To ensure that Genesis is not crippled by the loss, its parent company, Digital Currency Group (DCG), bailed him out. But in the process, Genesis reduced its workforce by 20% to reduce costs and Michael Moro, its longtime CEO, stepped down.
Genesis once again found itself on the wrong side of a meltdown earlier this month; when FTX filed for bankruptcy on November 11, the company lost $175 million stored with the exchange. Again, DCG stepped in, providing a cash injection of $140 million.
But despite several DCG bailouts, Genesis has been unable to escape the FTX fallout. Samson Mow, a prominent crypto expert and former chief strategy officer at crypto infrastructure firm Blockstream, said the brokerage was struggling to fund a surge in customers asking to redeem their crypto. This has led to the suspension of withdrawals, which threatens to deepen the current crisis of confidence and increase the likelihood of a run on other lenders (e.g. BlockFi or Voyager Digital) – and so the contagion spreads. spread.
But Mow says it’s important to understand that this is a liquidity issue, not a solvency issue. In other words, Genesis has enough assets to pay its debts, but they are simply not readily available as cash. For that reason, bankruptcy “seems unlikely,” says Mow.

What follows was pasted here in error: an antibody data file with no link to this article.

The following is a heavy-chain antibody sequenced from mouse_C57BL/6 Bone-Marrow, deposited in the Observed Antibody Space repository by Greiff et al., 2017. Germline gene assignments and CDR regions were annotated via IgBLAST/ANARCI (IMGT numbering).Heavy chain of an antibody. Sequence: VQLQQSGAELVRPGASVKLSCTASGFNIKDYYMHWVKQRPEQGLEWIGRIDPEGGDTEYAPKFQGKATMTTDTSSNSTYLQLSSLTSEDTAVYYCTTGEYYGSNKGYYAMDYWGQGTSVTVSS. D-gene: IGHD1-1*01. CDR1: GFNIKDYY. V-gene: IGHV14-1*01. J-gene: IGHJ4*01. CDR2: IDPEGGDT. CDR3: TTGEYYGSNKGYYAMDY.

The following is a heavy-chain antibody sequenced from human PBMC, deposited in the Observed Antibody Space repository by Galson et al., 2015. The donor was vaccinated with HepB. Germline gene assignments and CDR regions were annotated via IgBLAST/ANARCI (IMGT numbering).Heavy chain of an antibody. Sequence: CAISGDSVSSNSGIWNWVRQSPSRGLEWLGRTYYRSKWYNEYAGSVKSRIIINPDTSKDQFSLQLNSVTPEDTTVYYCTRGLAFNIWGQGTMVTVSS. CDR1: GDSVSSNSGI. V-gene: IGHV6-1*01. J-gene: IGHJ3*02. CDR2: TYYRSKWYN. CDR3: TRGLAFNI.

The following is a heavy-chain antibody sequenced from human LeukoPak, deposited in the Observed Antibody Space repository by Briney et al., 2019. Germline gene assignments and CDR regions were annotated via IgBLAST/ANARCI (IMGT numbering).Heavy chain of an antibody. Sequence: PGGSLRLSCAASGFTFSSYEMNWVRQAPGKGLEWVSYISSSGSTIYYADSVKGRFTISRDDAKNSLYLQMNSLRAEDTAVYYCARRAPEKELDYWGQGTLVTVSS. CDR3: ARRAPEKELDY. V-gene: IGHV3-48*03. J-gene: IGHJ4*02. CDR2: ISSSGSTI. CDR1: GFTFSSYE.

The DCG has also sought to de-dramatize the situation on Twitter, saying the decision to suspend repayments and stop issuing new loans was a “temporary action” and that the issue is limited exclusively to the Genesis Loan Division, which means the trading and guard continue to operate normally.
Nonetheless, the situation is serious enough that Genesis is seeking additional funding, from crypto exchange Binance and private equity firm Apollo Global Management. exploited as potential investors.
The attempt to obtain funding has so far failed, reports suggest, in part due to concerns about the financial relationship between Genesis and other DGC-owned entities. Of the $2.8 billion in loans outstanding on Genesis’ balance sheet, about 30% is to DGC or its subsidiaries, but intercompany loans are currently treated with particular suspicion due to their pivotal role in the collapse. from FTX.
Barry Silbert, CEO of DCG, told investors that B2B loans of this type are not out of the ordinary. “We have weathered previous crypto winters and while this one may seem harsher, collectively we will emerge stronger.”
Yet for all his conviction, Silbert’s rallying cry did not stop the speculation. Recently burned by false assurances from FTX founder Sam Bankman-Fried, who tweeted “FTX is fine” on Nov. 7, just days before the company collapsed, crypto investors are also bracing for bankruptcy at Genesis.
One of the consequences of a potential collapse is already playing out. After withdrawals halted, crypto exchange Gemini, whose yield farming product sits above Genesis, announced that its Earn clients would no longer be able to access their funds.
On November 22, the exchange Explain he was working to “find a solution”, but until then, $700 million in customer funds would remain locked up. If Genesis were to go bankrupt, some of these funds may never be returned, just like at FTX, and clients of other Genesis-related exchanges may suffer the same fate.